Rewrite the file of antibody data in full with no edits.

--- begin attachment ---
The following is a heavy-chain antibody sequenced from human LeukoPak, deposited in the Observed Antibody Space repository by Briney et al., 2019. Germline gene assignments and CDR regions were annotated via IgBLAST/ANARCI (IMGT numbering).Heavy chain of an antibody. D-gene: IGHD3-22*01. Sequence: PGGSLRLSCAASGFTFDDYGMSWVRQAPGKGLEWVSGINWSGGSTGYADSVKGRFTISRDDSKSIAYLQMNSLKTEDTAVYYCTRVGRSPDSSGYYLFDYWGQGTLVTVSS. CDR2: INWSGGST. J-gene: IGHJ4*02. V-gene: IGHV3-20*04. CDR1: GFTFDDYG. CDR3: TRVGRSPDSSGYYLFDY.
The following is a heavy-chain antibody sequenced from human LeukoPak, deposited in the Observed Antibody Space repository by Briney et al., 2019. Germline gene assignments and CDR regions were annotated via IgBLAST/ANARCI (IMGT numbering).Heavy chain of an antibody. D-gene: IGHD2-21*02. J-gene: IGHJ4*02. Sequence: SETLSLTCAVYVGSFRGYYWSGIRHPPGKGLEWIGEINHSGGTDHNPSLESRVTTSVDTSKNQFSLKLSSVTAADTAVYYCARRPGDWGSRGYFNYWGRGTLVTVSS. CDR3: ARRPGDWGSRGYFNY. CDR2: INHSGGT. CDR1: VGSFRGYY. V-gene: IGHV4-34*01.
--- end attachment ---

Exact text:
The following is a heavy-chain antibody sequenced from human LeukoPak, deposited in the Observed Antibody Space repository by Briney et al., 2019. Germline gene assignments and CDR regions were annotated via IgBLAST/ANARCI (IMGT numbering).Heavy chain of an antibody. D-gene: IGHD3-22*01. Sequence: PGGSLRLSCAASGFTFDDYGMSWVRQAPGKGLEWVSGINWSGGSTGYADSVKGRFTISRDDSKSIAYLQMNSLKTEDTAVYYCTRVGRSPDSSGYYLFDYWGQGTLVTVSS. CDR2: INWSGGST. J-gene: IGHJ4*02. V-gene: IGHV3-20*04. CDR1: GFTFDDYG. CDR3: TRVGRSPDSSGYYLFDY.
The following is a heavy-chain antibody sequenced from human LeukoPak, deposited in the Observed Antibody Space repository by Briney et al., 2019. Germline gene assignments and CDR regions were annotated via IgBLAST/ANARCI (IMGT numbering).Heavy chain of an antibody. D-gene: IGHD2-21*02. J-gene: IGHJ4*02. Sequence: SETLSLTCAVYVGSFRGYYWSGIRHPPGKGLEWIGEINHSGGTDHNPSLESRVTTSVDTSKNQFSLKLSSVTAADTAVYYCARRPGDWGSRGYFNYWGRGTLVTVSS. CDR3: ARRPGDWGSRGYFNY. CDR2: INHSGGT. CDR1: VGSFRGYY. V-gene: IGHV4-34*01.